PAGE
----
When it comes to lead generation, producing a high volume of leads is not enough. While volume in itself is good, quantity is useless if you don’t know how to identify and separate the good, the bad, and everything in-between.
When it comes to sourcing new customers, you have to remember that not all leads are created equal. This is why B2B marketers should implement effective lead scoring to identify the leads with the biggest potential for conversion.
Simply put, lead scoring is a technique that marketers use to prioritize leads based on their behavior and other information gathered throughout the buying cycle. This way, marketers can spend more time nurturing high-quality leads and waste less time on those with little chance of converting. Lead scoring also allows marketers and salespeople to tailor their approach according to individual leads.
Types of Data Involved In Lead Scoring
Below are the most common data types involved in lead scoring:
1. Business Information
Industry is an important factor in lead scoring. Department can also be a key determining factor as it can indicate buying power. For example, if you’re a B2B marketer for an IT consulting company, are you more interested in entertainment or pharmaceutical companies?
Every B2B company has an ideal target market, so knowing this information makes it easier to determine the potential for sales conversions.
2. Demographic Information
Anyone can visit your website or watch your promotional videos and download your gated content. But, not all of these people belong in your target market.
Identifying demographic information will allow you to hone in on your target audience. Are you catering to millennials or baby boomers? Are you only focusing on a strict age bracket in a certain location or is location not a factor?
Being able to weed out any leads that don’t fit your demographic criteria will save you from going after irrelevant leads.
3. Level of Email Engagement
Anyone can sign up for your e-newsletter, even your competitors. People have varying reasons for signing up, but not everyone intends to buy.
If you have thousands of subscribers to your e-newsletter, it will take you forever to go after each one. It would be like looking for needles in a giant haystack, and that’s a big waste of time.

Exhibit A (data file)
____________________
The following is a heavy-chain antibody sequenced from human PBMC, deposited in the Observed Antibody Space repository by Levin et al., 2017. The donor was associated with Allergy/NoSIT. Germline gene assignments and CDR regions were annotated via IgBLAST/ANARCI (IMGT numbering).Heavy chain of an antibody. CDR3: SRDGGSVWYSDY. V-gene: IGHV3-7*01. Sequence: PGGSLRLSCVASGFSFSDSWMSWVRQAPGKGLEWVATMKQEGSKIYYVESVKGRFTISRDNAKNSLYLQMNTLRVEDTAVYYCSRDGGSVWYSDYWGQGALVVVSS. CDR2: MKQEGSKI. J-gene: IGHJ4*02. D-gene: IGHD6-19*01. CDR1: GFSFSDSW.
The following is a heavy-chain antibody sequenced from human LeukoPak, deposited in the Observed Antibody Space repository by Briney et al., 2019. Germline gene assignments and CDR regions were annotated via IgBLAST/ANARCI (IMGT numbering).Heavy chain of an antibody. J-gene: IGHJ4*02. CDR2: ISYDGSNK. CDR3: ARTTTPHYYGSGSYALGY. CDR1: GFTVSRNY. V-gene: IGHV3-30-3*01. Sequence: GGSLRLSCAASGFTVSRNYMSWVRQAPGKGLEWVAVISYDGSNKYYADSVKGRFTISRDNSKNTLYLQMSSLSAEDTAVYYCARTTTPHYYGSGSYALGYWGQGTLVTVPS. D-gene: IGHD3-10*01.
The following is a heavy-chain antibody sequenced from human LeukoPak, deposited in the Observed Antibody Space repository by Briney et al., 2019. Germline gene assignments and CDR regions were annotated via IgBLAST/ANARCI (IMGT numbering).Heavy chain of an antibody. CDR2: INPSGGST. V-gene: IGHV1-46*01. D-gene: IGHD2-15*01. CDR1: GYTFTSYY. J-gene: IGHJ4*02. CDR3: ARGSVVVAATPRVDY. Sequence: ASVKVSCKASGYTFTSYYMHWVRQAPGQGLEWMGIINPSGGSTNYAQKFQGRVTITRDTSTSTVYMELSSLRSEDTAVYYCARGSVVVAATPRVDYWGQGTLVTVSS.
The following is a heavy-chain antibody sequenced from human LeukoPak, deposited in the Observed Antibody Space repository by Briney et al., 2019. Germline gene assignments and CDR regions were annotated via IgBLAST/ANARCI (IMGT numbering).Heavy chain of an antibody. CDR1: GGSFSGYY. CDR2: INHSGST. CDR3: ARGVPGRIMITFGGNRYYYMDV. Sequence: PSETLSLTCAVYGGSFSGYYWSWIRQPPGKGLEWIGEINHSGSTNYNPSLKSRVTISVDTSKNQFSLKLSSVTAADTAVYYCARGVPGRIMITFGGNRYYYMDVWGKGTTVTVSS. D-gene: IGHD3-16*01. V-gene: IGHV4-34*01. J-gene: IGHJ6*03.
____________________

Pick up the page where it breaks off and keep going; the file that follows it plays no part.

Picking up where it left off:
Instead of casting a wider net and praying for fish, focus on who opened the emails instead. The subscribers with the highest click-through rates are like prospects that have turned on spotlights in a very dark room. You need to harness these lights, focus in on them, and use lead nurturing tactics such as free product demos to convert them into loyal customers.
4. Level of Social Engagement
Similar to the scenario above, just because you have over 100,000 followers online doesn’t mean everyone’s a qualified lead. You need to identify the social media users who interact with your brand the most—the ones who always like, share, and comment on your posts.
High social engagement shows interest in your content, which means these users will have a higher propensity to be interested in your products and services. You can offer these highly engaged users free demos or gated content to help move them towards acquisition.
Why You Need to Develop a Scoring Criteria
Just as leads are not created equal, the same goes for the data you need to consider when scoring your leads. For instance, in some industries, age can be a major factor when scoring leads. The same can be said for company position and tenure.
You need to come up with criteria that will help you identify who your marketing qualified leads are or those who are most likely to become customers based on the data you gathered compared to other leads.
Think of them as your ideal soon-to-be customers. Who are they? Where can you find them? How do they interact on your website or social media accounts? What characteristics and behaviors do they exhibit? How long do they stay on a page on your site? What device do they use when they visit your site? How often do they leave a comment? Knowing these things will help you come up with criteria to score your leads effectively.
Coming up with an effective scoring criteria requires a team effort. You can accomplish this by talking to sales managers and getting their input on what makes a good lead. You can also speak to the sales teams—both office-based teams and those out in the field—to understand customer behavior.
Furthermore, you need to study your own customer data, especially successful sales, and find the best practices attached to each. This information, along with the data gathered from website analytics, will help you determine what makes a lead worth pursuing.
Upgrade Your Focus
Scoring leads allows marketers to sharpen their focus on the leads that matter. It helps companies save time, money, and resources, ensuring higher returns on investments because resources are spent on leads with the highest possibility of conversion.
In a way, it’s similar to account-based marketing where instead of casting a wide net and hoping for fish, you take aim at individual fish with a harpoon.
Both lead scoring and account-based marketing enable marketing and sales teams to align their efforts and reach the same goals. Both tactics ensure that marketing teams are providing sales teams with the best leads, and in turn, the sales teams are providing the marketers on-the-ground information that enhances lead generation capabilities.
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